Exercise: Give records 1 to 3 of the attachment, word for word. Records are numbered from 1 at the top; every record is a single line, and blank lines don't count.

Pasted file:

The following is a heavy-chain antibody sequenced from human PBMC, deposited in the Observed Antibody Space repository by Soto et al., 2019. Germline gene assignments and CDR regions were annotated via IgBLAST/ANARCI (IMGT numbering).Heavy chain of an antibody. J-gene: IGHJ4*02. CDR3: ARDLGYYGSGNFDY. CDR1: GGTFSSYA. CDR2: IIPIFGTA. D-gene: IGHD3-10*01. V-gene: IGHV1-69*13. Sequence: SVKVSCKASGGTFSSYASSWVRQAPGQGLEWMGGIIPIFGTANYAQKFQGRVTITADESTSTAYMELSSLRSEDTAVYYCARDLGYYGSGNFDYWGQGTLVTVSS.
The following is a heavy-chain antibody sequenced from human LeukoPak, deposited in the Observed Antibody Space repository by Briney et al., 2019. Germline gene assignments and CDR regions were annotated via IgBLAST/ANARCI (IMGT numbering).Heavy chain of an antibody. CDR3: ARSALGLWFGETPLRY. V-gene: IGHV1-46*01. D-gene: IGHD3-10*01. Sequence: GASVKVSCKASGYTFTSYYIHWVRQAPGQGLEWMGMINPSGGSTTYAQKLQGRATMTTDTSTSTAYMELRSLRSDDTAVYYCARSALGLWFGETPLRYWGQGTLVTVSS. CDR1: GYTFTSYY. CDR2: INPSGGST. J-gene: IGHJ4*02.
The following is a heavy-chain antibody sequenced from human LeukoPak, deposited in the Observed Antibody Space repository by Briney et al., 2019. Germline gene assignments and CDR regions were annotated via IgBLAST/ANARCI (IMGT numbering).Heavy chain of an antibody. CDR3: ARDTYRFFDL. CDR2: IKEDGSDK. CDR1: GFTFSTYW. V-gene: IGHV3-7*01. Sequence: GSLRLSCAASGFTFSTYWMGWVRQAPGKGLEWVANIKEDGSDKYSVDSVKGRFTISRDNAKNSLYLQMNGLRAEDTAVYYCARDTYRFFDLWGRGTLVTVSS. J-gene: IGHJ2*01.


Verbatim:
The following is a heavy-chain antibody sequenced from human PBMC, deposited in the Observed Antibody Space repository by Soto et al., 2019. Germline gene assignments and CDR regions were annotated via IgBLAST/ANARCI (IMGT numbering).Heavy chain of an antibody. J-gene: IGHJ4*02. CDR3: ARDLGYYGSGNFDY. CDR1: GGTFSSYA. CDR2: IIPIFGTA. D-gene: IGHD3-10*01. V-gene: IGHV1-69*13. Sequence: SVKVSCKASGGTFSSYASSWVRQAPGQGLEWMGGIIPIFGTANYAQKFQGRVTITADESTSTAYMELSSLRSEDTAVYYCARDLGYYGSGNFDYWGQGTLVTVSS.
The following is a heavy-chain antibody sequenced from human LeukoPak, deposited in the Observed Antibody Space repository by Briney et al., 2019. Germline gene assignments and CDR regions were annotated via IgBLAST/ANARCI (IMGT numbering).Heavy chain of an antibody. CDR3: ARSALGLWFGETPLRY. V-gene: IGHV1-46*01. D-gene: IGHD3-10*01. Sequence: GASVKVSCKASGYTFTSYYIHWVRQAPGQGLEWMGMINPSGGSTTYAQKLQGRATMTTDTSTSTAYMELRSLRSDDTAVYYCARSALGLWFGETPLRYWGQGTLVTVSS. CDR1: GYTFTSYY. CDR2: INPSGGST. J-gene: IGHJ4*02.
The following is a heavy-chain antibody sequenced from human LeukoPak, deposited in the Observed Antibody Space repository by Briney et al., 2019. Germline gene assignments and CDR regions were annotated via IgBLAST/ANARCI (IMGT numbering).Heavy chain of an antibody. CDR3: ARDTYRFFDL. CDR2: IKEDGSDK. CDR1: GFTFSTYW. V-gene: IGHV3-7*01. Sequence: GSLRLSCAASGFTFSTYWMGWVRQAPGKGLEWVANIKEDGSDKYSVDSVKGRFTISRDNAKNSLYLQMNGLRAEDTAVYYCARDTYRFFDLWGRGTLVTVSS. J-gene: IGHJ2*01.